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The Argus Democrat and Ypsilanti Weekly Times

The Argus Democrat and Ypsilanti Weekly Times image
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FRIDAY, MARCH 3, 1899.

Isn't General Otis a little careless in killing so many Filipinos? He should remember they cost Uncle Sam $2 a piece in cold cash.

General Otis has cleared a semi-circle of about 12 miles radius round about Manila of Filipinos in 20 days of sharp work. During this time he has also captured Iloilo and Cebu. He has also taught the Filipinos some costly but valuable lessons. They probably do not love us more as a result of the 20 days experiences, but they may have a little more wholesome respect for us. This in time may beget a higher regard.

Chief Surgeon W. H. Daily, of Gen. Miles' staff, who is the author of the report on which the general based his beef charge is a graduate of the Michigan University. He is of Scotch-Irish descent, saw service in the confederte medical crops during the civil war. He is a self made man, a great lover of hunting and fishing, belongs to the British and American Medical Associations and is way up in his profession. His home is now in Pittsburg, Penn.

The question he discussed Saturday night at Ann Arbor was one already settled. - Ypsilantian.

Thus remarks the learned editor of our esteemed contemporay of the Greek city relative to Bryan's speech on Imperialism. But evidently President McKinley does not agree with him for he said in his recent Boston speech that the question is now before the American people for determination. "You pay your money and takes your choice." Maybe the president does not know aud the editor of Ypsilantian does.

It must have been a heart warming occasion for old Gen. Gomez when he rode into Havana the other day under the conditions which greeted him. The honors paid him by his countrymen and the Americans were such as are caculated to touch the heart. He has spent a large part of his long life in fighting for the independence of Cuba from Spanish rule. This has at last been accomplished and if the Cubans are wise in their day and generation they need have no trouble with Uncle Sam. Gen. Gomez is justly entitled to feel gratified at what has been accomplished and to feel proud of the honors shown him.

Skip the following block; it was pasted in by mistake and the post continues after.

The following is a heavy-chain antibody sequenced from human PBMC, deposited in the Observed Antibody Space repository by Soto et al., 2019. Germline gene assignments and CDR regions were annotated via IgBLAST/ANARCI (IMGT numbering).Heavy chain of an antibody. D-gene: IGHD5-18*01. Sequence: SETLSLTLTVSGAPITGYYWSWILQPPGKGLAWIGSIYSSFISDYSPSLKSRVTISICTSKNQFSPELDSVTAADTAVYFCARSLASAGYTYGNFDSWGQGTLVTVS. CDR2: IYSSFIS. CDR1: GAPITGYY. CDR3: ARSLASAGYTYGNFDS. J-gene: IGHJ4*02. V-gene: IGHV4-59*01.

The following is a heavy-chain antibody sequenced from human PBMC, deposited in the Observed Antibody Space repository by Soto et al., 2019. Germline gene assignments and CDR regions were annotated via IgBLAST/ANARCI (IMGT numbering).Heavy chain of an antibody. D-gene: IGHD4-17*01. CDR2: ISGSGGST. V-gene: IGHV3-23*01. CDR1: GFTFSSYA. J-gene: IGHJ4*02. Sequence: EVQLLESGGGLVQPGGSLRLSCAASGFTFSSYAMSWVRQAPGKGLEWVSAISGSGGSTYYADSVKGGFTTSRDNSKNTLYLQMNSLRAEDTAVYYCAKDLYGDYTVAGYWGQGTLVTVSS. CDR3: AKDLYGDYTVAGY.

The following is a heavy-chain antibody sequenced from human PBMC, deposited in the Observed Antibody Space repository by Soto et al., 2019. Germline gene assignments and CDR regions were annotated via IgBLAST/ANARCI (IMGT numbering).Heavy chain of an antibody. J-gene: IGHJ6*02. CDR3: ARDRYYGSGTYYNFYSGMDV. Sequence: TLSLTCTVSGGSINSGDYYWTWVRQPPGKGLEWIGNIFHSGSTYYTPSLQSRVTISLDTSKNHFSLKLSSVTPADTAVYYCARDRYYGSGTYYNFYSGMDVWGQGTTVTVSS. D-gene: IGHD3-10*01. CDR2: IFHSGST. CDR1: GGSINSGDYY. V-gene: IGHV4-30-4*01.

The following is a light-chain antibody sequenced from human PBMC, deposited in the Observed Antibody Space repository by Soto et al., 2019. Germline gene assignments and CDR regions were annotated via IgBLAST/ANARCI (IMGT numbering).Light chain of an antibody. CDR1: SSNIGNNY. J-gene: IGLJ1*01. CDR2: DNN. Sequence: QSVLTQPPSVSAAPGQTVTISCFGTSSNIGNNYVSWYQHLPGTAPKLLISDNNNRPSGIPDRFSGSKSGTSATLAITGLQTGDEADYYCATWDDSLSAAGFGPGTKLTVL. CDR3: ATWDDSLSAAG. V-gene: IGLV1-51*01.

The only things which marred the flow of republican spirit at the Michigan Club on the birthday of the paternal parent of his country were the speeches of hizzexcellency and Attorney General Monnett, of Ohio. They said too much about the hold the trusts have on the g. o. p. and the people to please the mass of those present. But it should not be forgotten that Ex-President Harrison said as much in his Chicago speech of one year ago. He arraigned the trusts for their sins and declared they should not be permitted to have rights not allowed to the mass of the people and individual citizens not in a corporation. Edward S. Lacy, formerly of this state and controller of the currency under Harrison, in his speech before the bankers' convention in Detroit, gave utterance to familiar warning. These men are not professional agitators. They are not men of straw. There must be dangers in existing conditions which impel such conservative men to use such language.